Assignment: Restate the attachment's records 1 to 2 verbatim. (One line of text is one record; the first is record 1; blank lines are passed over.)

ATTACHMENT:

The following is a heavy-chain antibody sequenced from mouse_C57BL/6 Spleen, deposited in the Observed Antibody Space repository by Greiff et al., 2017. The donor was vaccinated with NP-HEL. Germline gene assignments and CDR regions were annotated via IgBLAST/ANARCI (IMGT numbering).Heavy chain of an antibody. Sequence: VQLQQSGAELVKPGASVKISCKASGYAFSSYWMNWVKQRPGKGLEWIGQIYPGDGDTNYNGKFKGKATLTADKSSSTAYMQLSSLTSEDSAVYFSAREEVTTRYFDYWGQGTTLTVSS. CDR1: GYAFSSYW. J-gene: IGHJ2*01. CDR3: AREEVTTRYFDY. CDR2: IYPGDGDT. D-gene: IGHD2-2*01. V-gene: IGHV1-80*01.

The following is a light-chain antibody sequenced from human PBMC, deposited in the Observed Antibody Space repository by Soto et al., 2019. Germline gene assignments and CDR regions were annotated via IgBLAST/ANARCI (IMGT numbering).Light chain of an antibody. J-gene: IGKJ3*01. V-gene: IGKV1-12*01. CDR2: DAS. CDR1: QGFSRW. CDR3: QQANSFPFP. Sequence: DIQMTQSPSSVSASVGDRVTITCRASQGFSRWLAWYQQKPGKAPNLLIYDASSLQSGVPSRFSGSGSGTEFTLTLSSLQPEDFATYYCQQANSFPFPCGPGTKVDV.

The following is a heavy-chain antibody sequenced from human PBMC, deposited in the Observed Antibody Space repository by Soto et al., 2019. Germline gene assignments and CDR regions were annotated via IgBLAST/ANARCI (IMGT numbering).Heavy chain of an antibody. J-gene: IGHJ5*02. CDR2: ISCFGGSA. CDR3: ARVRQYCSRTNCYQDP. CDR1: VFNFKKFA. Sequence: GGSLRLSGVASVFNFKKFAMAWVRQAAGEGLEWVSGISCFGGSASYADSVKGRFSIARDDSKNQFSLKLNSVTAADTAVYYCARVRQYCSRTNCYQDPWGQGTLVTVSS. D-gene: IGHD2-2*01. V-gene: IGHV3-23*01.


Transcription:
The following is a heavy-chain antibody sequenced from mouse_C57BL/6 Spleen, deposited in the Observed Antibody Space repository by Greiff et al., 2017. The donor was vaccinated with NP-HEL. Germline gene assignments and CDR regions were annotated via IgBLAST/ANARCI (IMGT numbering).Heavy chain of an antibody. Sequence: VQLQQSGAELVKPGASVKISCKASGYAFSSYWMNWVKQRPGKGLEWIGQIYPGDGDTNYNGKFKGKATLTADKSSSTAYMQLSSLTSEDSAVYFSAREEVTTRYFDYWGQGTTLTVSS. CDR1: GYAFSSYW. J-gene: IGHJ2*01. CDR3: AREEVTTRYFDY. CDR2: IYPGDGDT. D-gene: IGHD2-2*01. V-gene: IGHV1-80*01.

The following is a light-chain antibody sequenced from human PBMC, deposited in the Observed Antibody Space repository by Soto et al., 2019. Germline gene assignments and CDR regions were annotated via IgBLAST/ANARCI (IMGT numbering).Light chain of an antibody. J-gene: IGKJ3*01. V-gene: IGKV1-12*01. CDR2: DAS. CDR1: QGFSRW. CDR3: QQANSFPFP. Sequence: DIQMTQSPSSVSASVGDRVTITCRASQGFSRWLAWYQQKPGKAPNLLIYDASSLQSGVPSRFSGSGSGTEFTLTLSSLQPEDFATYYCQQANSFPFPCGPGTKVDV.